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By Jason Stipp and Jeremy Glaser | 11-28-2014 08:00 AM

5 Issues Still on Investors' Plates

Central Bank recipes, leftover housing disappointments, and full valuations may still cause indigestion for investors, says Morningstar markets editor Jeremy Glaser.

Jason Stipp: I'm Jason Stipp for Morningstar and welcome to The Friday Five.

Today we have a special Thanksgiving edition. Morningstar markets editor Jeremy Glaser is here with five things that are on investors' plates.

Jeremy, thanks for joining me.

Jeremy Glaser: Happy Thanksgiving, Jason.

Stipp: There is likely not a lot of food left on investors' plates, but there are still some issues that they are grappling with. The first one is central bank activity, not only here in the U.S. but also abroad.

Glaser: This is one of the big questions, and it really is two separate ones. The first is with the Federal Reserve: when will rates rise in the United States? The Fed seems to be saying that the middle of 2015 is when they are thinking of doing it, and the market very much has that priced in at the moment. I think barring any exceptional changes in the U.S. economic picture, we can expect rates to rise here next year.

But when we look to Europe, the question is a little bit more interesting. Mario Draghi, the head of the ECB, has been talking up the fact that the ECB is ready to have more aggressive asset purchases; they are ready to act to try to get European growth going again and to keep inflation from becoming any lower than its already very low level.

But Draghi faces a lot more structural and political impediments to actually implementing these policies than, say, you have in the U.S. or Japan. So, it will be fascinating to watch if he is actually able to back up his statements with these actions over the next couple of months, and if they have the desired effect.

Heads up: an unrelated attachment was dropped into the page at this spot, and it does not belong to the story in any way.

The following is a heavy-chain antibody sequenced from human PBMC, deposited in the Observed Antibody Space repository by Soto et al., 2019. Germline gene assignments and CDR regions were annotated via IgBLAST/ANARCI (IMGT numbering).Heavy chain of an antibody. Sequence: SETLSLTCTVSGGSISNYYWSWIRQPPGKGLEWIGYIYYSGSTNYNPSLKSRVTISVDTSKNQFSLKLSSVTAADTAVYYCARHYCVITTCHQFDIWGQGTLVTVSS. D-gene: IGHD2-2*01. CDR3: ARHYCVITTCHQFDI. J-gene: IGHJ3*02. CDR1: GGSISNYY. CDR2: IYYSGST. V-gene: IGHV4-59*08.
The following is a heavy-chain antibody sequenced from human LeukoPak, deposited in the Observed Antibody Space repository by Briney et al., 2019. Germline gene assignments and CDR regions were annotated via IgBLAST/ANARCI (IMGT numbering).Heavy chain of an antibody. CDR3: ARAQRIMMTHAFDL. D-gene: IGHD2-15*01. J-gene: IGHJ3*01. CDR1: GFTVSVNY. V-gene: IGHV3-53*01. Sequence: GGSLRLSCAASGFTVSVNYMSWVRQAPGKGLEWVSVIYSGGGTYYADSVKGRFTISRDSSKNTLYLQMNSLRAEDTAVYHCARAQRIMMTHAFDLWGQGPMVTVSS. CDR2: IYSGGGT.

Stipp: The financial crisis is well in the rearview mirror by now, but housing is still casting some shadows on the economy.

Glaser: Housing has been a disappointment in 2014, and we got more proof of that when the Case-Shiller Index for September came out this week, showing that home prices are increasing but at a slower rate than they were in the previous month, and that's the continuation of a trend.

We have a lot of issues here from affordability to access to credit to a mismatch between the kind of homes that are being built and that are available, and the ones that people want. Those issues continue to hold housing back.

Housing is important to the broader economy, and if can get housing starts back to a more normalized level--even if it's below where it was at the peak before the financial crisis--that really could be a big boost to growth.

We're looking for signs that housing is ready to start turning around. We got glimmers of hope from Home Depot and Lowe's, who, in their earnings calls, said that they are starting to see some more confidence in the housing market, but it might take some time to see that confidence translate into real numbers, into better economic growth, and into a real tailwind for the U.S. economy.

Stipp: Here is one that's causing investors some indigestion: valuations. It looks pretty fully valued across the marketplace, with not a lot of discounts to be found.

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